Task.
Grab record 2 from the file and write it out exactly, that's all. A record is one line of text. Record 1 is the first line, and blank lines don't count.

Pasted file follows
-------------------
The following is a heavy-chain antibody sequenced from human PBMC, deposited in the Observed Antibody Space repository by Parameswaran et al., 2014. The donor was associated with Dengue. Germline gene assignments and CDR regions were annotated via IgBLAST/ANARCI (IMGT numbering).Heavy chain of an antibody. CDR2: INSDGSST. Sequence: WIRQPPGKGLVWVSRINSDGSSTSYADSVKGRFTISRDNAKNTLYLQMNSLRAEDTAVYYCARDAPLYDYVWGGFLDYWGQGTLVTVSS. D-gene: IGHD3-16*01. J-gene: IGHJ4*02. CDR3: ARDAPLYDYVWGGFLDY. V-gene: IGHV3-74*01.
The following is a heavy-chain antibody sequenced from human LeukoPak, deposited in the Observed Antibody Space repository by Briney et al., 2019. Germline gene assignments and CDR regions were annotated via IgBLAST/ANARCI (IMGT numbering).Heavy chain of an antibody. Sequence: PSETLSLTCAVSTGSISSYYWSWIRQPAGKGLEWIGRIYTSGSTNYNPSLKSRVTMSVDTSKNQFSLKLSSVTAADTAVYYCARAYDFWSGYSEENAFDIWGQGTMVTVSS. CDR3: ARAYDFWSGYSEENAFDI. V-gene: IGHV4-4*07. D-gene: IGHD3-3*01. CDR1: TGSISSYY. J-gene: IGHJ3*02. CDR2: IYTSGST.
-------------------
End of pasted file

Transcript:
The following is a heavy-chain antibody sequenced from human LeukoPak, deposited in the Observed Antibody Space repository by Briney et al., 2019. Germline gene assignments and CDR regions were annotated via IgBLAST/ANARCI (IMGT numbering).Heavy chain of an antibody. Sequence: PSETLSLTCAVSTGSISSYYWSWIRQPAGKGLEWIGRIYTSGSTNYNPSLKSRVTMSVDTSKNQFSLKLSSVTAADTAVYYCARAYDFWSGYSEENAFDIWGQGTMVTVSS. CDR3: ARAYDFWSGYSEENAFDI. V-gene: IGHV4-4*07. D-gene: IGHD3-3*01. CDR1: TGSISSYY. J-gene: IGHJ3*02. CDR2: IYTSGST.